A Montana Storm Has Our Attention

Good evening bloggers,

There is a storm spinning in Montana, as you can see on this Water Vapor Satellite picture from 4:16 PM Tuesday.  The models are all handling this system in their own ways and the solutions vary widely.  This storm is forecast to move southeast across Kansas Thursday and then turn east.  How will it impact our area?


The latest NAM model has another new solution, but still has some rain sneaking into the south side of Kansas City. We have a tough forecast ahead of us and Kalee will begin with an update at 4:30 AM.


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18 comments to A Montana Storm Has Our Attention

  • robyn corzine

    You said on the news that this little storm fit your LRC theory perfectly. If it fits so perfectly then why do you need to wait on “new data”. Will you ever admit that the new data thing is nothing but a ratings statement and so is your theory which is not scientifically accepted? What did your app say the weather would be?

    • Dobber

      Will you ever admit that your ED?

      • Weatherwatcher

        Hey Dobber,

        The only thing Corzine can do is criticize. Every now and then, he/she/it does give lame compliments. Even my students have picked up on this…

    • Chuck

      You wonder why he doesn’t respond to you? There is a thing called professional courtesy, which you thumb your nose at. The only response you will ever get from him with the way you talk is for Gary to say please try and be respectful. If you disagree with him why don’t try and ask questions in a professional, respectful way. We know, you will come back and say if you qustion anything you are attacked. All you do is attack, attack attack. Pot calling the kettle black is what you are. Maybe, just maybe, if you asked politely he might eventually respond to you and you would actually learn something. I doubt it though, because you have built up so much ill will with anyone associated with this blog. It is ludicrous that you question so much about the weather and talk like you are an expert or weather is what you do for a living. Why don’t you try actually learning about it? Otherwise, leave it to the experts who actually know something about it.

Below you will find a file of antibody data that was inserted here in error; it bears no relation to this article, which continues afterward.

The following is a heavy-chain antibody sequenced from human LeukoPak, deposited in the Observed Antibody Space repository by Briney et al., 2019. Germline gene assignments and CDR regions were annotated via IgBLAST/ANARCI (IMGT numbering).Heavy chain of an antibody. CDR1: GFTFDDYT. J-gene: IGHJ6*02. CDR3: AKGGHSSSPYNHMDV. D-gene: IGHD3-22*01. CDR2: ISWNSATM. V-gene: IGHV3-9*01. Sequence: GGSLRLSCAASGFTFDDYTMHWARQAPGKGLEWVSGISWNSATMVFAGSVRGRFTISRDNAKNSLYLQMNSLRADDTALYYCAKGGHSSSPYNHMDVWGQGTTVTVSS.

• luvsno

        Everyone is feeding that troll every time they respond to, or comment on, his childish posts. (And, yes, I am too by posting this ). I guess those of us who feed him are just as responsible for the demise of this blog.
        It is a Guarantee that he will come out from under the bridge, with insults and jabs, each time that Gary writes the blog.

        • Hume-Dude

          Don’t play with Robyn /ED , they have been naughty again with another mean spirited post. Lets just remember to ignore, ignore, and ignore some more.

  • Drought Miser

    Thanks for the update Gary,
    Someone nearby should pick up some beneficial rainfall, lots of available moisture to our Southwest!! Looking like our first of three heat waves cycles through next week start dragging those hoses folk’s it’s going to be a scorcher!!

  • Hume-Dude

    I am hoping that storm can give my area a little rain, we missed the rain on Sunday and Monday. Of course my dad decide to cut a really nice 20 acre clover field yesterday without watching the weather. “Hume hay cutting Index” is at play here now….

    • sedsinkc

      Latest (12z) NAM precip forecast, fwiw: “http://mag.ncep.noaa.gov/Image.php?fhr=072&image=data%2Fnam%2F12%2Fnam_namer_072_precip_ptot.gif&model=nam&area=namer&param=precip_ptot&group=Model+Guidance&preselected_formatted_cycle_date=20140716+12+UTC&imageSize=M&ps=model”